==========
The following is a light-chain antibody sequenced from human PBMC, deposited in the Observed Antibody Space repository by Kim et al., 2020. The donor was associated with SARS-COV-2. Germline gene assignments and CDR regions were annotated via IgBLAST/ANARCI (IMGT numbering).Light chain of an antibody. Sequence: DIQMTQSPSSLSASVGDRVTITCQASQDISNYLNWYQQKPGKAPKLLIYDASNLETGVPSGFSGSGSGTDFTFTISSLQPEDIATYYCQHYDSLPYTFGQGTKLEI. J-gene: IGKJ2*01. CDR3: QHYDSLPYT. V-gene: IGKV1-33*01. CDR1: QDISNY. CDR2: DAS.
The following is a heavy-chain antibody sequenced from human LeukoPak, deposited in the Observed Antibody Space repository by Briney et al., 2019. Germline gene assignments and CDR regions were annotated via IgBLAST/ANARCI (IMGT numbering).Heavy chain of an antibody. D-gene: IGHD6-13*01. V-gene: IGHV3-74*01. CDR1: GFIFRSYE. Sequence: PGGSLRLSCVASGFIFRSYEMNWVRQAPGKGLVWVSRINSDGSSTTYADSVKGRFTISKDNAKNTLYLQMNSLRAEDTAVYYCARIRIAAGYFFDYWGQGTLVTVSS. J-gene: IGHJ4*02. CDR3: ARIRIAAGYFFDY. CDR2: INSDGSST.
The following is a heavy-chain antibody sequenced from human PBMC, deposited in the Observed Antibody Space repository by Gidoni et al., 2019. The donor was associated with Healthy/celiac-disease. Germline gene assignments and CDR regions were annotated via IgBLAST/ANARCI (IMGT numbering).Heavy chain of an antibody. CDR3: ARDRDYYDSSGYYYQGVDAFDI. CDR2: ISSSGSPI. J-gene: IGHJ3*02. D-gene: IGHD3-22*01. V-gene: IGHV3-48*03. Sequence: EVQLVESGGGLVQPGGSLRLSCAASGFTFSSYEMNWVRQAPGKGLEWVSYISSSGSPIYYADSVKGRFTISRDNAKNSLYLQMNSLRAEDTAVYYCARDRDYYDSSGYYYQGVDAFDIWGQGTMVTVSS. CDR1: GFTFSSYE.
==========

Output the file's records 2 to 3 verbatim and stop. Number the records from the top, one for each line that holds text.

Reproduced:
The following is a heavy-chain antibody sequenced from human LeukoPak, deposited in the Observed Antibody Space repository by Briney et al., 2019. Germline gene assignments and CDR regions were annotated via IgBLAST/ANARCI (IMGT numbering).Heavy chain of an antibody. D-gene: IGHD6-13*01. V-gene: IGHV3-74*01. CDR1: GFIFRSYE. Sequence: PGGSLRLSCVASGFIFRSYEMNWVRQAPGKGLVWVSRINSDGSSTTYADSVKGRFTISKDNAKNTLYLQMNSLRAEDTAVYYCARIRIAAGYFFDYWGQGTLVTVSS. J-gene: IGHJ4*02. CDR3: ARIRIAAGYFFDY. CDR2: INSDGSST.
The following is a heavy-chain antibody sequenced from human PBMC, deposited in the Observed Antibody Space repository by Gidoni et al., 2019. The donor was associated with Healthy/celiac-disease. Germline gene assignments and CDR regions were annotated via IgBLAST/ANARCI (IMGT numbering).Heavy chain of an antibody. CDR3: ARDRDYYDSSGYYYQGVDAFDI. CDR2: ISSSGSPI. J-gene: IGHJ3*02. D-gene: IGHD3-22*01. V-gene: IGHV3-48*03. Sequence: EVQLVESGGGLVQPGGSLRLSCAASGFTFSSYEMNWVRQAPGKGLEWVSYISSSGSPIYYADSVKGRFTISRDNAKNSLYLQMNSLRAEDTAVYYCARDRDYYDSSGYYYQGVDAFDIWGQGTMVTVSS. CDR1: GFTFSSYE.